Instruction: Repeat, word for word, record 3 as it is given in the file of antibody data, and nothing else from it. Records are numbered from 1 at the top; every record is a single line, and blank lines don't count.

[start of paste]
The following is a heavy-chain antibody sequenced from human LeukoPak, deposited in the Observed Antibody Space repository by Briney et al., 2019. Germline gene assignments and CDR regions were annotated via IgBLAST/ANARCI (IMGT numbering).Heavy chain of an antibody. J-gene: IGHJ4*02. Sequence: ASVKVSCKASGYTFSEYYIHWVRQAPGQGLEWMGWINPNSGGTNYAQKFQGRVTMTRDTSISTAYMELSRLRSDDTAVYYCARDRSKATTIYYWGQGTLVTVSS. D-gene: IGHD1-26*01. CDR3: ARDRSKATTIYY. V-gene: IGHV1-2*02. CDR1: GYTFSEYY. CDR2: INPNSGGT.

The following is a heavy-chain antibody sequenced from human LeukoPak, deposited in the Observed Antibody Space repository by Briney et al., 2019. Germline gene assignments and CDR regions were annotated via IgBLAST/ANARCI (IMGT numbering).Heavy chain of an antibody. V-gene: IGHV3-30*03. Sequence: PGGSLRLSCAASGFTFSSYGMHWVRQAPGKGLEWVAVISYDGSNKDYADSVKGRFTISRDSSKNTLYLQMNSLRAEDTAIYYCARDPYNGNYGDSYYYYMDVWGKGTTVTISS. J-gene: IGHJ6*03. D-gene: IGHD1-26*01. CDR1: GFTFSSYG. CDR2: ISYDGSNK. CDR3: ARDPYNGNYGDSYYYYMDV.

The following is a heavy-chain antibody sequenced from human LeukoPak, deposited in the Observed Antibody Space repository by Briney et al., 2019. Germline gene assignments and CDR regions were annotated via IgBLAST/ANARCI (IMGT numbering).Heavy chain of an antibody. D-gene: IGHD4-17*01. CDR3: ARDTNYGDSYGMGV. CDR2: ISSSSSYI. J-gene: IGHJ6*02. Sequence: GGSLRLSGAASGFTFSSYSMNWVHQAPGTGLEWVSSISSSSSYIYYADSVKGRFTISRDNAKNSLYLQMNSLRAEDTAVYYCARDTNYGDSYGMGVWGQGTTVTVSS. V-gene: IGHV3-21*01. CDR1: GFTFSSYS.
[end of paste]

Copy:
The following is a heavy-chain antibody sequenced from human LeukoPak, deposited in the Observed Antibody Space repository by Briney et al., 2019. Germline gene assignments and CDR regions were annotated via IgBLAST/ANARCI (IMGT numbering).Heavy chain of an antibody. D-gene: IGHD4-17*01. CDR3: ARDTNYGDSYGMGV. CDR2: ISSSSSYI. J-gene: IGHJ6*02. Sequence: GGSLRLSGAASGFTFSSYSMNWVHQAPGTGLEWVSSISSSSSYIYYADSVKGRFTISRDNAKNSLYLQMNSLRAEDTAVYYCARDTNYGDSYGMGVWGQGTTVTVSS. V-gene: IGHV3-21*01. CDR1: GFTFSSYS.